See this Blazing Star Quilt, from 1845, at the Iowa Quilt Museum

“Made 1845 Grandma Runkle & Eve”

This exquisite Blazing Star quilt is part of the “These ARE Your Grandmother’s Quilts” exhibit at the Iowa Quilt Museum in Winterset, Iowa, which runs from December 20, 2022-March 12, 2023.

Christiana (Mark) Runkel (1797-1881, buried at Lebonan, Pennsylvania

It was probably made by Christiana (Mark) Runkel, great great grandmother of Guy Kidney, and her sister Eve Mark in Pennsylvania. (The name has been spelled Runckel, Runkel, and Runkle.)

Nicholas (1716-1774) and Elizabeth Runckle were German immigrants in 1743, arriving aboard the Loyal Judith, settling in Berks County, Pennsylvania

Their son John Runckle married Maria Catharina.

John and Maria’s son John Runkel, who was baptized in 1779.

That John Runkel’s son Henry married Christiana Mark, who most likely made the quilt with her sister Eve Mark.  Christiana (Mark) Runkel is most likely the “Grandma Runkle” on the embroidered tag on the back.

This visually stunning treasure is exquisitely hand pieced, appliqued, and quilted. It was brought to Carroll County, Iowa, after the Civil War by veteran Amos Mark Runkel, son of John and Christiana.

Guy Kidney at the grave of his great grandfather, Amos Mark Runkel, a Pennsylvania Civil War veteran, at the Veteran’s Administration Cemetery, Hot Springs, SD

After his first wife died in childbirth in 1873 with their seventh child, Amos Mark Runkel (1836-1914) and most of his children came west to Carroll, Iowa. In 1882, he remarried Margaretha Lange Daniels, a German immigrant and widow with six children, who ran a brewery in Carroll.

Together, Amos and Margaretha had two daughters, including Guy’s grandmother, Teresa (Runkel) Walker.

Teresa Walker handed down the quilt to her youngest child, Carol, who is Guy’s mother, now age 99. Carol Walker Kidney Herman gave the heirloom quilt to Guy in 1992.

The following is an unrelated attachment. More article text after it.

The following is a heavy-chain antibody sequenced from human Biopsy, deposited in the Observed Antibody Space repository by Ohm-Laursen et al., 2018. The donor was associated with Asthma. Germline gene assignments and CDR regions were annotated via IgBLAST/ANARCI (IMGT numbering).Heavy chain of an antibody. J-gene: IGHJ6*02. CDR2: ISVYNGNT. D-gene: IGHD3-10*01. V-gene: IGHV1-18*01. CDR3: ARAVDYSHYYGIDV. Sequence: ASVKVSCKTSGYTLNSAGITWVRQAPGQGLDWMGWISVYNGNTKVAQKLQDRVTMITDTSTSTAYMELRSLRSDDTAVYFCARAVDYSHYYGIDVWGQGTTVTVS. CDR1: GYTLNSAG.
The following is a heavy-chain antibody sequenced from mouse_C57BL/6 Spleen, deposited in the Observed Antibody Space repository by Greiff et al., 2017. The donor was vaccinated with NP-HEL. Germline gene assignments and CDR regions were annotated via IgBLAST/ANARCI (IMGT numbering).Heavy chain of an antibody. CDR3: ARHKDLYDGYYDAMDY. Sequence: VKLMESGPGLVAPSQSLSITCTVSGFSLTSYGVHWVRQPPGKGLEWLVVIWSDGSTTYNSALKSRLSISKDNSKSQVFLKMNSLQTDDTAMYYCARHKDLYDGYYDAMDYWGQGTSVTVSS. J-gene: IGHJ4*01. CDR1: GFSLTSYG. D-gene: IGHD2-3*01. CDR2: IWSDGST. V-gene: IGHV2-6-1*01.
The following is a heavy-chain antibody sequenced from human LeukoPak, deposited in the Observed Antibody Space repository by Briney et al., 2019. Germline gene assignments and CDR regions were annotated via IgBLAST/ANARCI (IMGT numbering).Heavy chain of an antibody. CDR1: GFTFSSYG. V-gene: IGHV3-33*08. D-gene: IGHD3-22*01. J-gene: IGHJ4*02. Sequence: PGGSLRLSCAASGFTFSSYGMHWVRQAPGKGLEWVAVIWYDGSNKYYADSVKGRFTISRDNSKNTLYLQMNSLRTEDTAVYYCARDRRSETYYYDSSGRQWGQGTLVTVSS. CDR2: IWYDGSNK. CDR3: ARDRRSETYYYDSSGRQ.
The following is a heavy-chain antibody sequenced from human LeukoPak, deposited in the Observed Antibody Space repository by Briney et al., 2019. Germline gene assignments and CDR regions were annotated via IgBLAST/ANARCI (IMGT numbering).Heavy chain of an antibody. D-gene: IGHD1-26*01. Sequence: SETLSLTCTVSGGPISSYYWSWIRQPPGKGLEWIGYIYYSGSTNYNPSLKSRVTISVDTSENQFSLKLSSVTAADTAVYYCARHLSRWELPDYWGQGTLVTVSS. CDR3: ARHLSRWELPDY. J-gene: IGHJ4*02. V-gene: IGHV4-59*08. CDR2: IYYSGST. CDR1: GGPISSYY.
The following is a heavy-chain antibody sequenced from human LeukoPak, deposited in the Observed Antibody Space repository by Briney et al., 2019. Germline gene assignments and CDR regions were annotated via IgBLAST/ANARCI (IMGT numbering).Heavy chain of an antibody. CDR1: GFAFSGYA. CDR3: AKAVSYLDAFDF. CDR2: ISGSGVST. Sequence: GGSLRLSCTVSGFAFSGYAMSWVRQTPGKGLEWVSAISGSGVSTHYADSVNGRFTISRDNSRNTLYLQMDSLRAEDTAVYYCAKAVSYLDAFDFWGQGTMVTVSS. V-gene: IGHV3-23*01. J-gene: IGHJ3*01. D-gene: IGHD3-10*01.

The Runkle Blazing Star Quilt has been shown at the 1983 Invitational Quilt Show at Iowa State University, in the Scheman Continuing Education Building art gallery, Ames, Iowa. Also at the 1993 Quilt Extravaganza IV at Hoyt Sherman Place in Des Moines.

Information from: Runkel Family Bible, now owned by Guy Kidney

Some Early Lineages of Berks County, Pa., by Beulah Hix Blair, 1959

Also the Findagrave page for Amos Runkel’s first wife

As of April 11, 2023, this 1845 Runkle quilt is owned by the Iowa Quilt Museum.

The Iowa Quilt Museum is on the south side of the courthouse square in Winterset


The 1845 Runkle quilt is at the center in the back of the hall.

This is what Iowa looked like the year the Runkle quilt was made, 1845. Carroll County would be one of the counties carved out of the large pink area. Iowa didn’t become a state until December of 1846.


    • And difficult from the start–eight pieces to stitch into a perfect center! I’ll never try it again. I tried it once, then decided I liked six-pointed stars better, at least to tackle.

    • It’s delightful hobby, if your hands still work good. I did mine all by hand because I enjoyed that part. I could take “piecing” with me until the top got too large. But to anchor it into a frame with backing and a nice batting, then begin the process of sculpting, how the stitching holding all three layers together begin a sort of shadow in the lovely ridge it makes. Kinda makes me wish my hands still worked good! But then I wouldn’t stick to the next WIP! ha

      • My godfather’s family and mine grew up together. The youngest still enjoys quilting today. She has sent me many a picture!

  1. I am descended from Nicholas (1716-1774) and Elizabeth Runckle were German immigrants in 1743, arriving aboard the Loyal Judith, settling in Berks County, Pennsylvania. Would it be possible to find out where this quilt ends up? So thrilled it is on display and that you have a digital photo of it and provenance.

    • I’m so delighted to hear from you, Gwynn! My husband’s Grandma Walker jotted names on a piece of paper with Loyal Judith among them. I took it at first to be the name of one of the children! Then I got a hold of the Runckle book, but that was decades ago. I’d hoped to find more information for the quilt with very little luck. I’ll be telling the Runckle story, as much as I’ve gleaned, on the 21st at a program at the Iowa Quilt Museum. I’ve asked the Curator of the Iowa Historical Museum for help in finding a permanent home for this stunning quilt and will do another blog post whenever we find one! An unusual coincidence: The Iowa Quilt Museum only owns one quilt, which is very similar to the Runckle quilt! The museum director said it’s even from the same Pennsylvania county! I hope we get to have a look at it on the 21st. ‘

      Gwynn, the quilt is now owned by the Iowa Quilt Guild of Winterset, Iowa.

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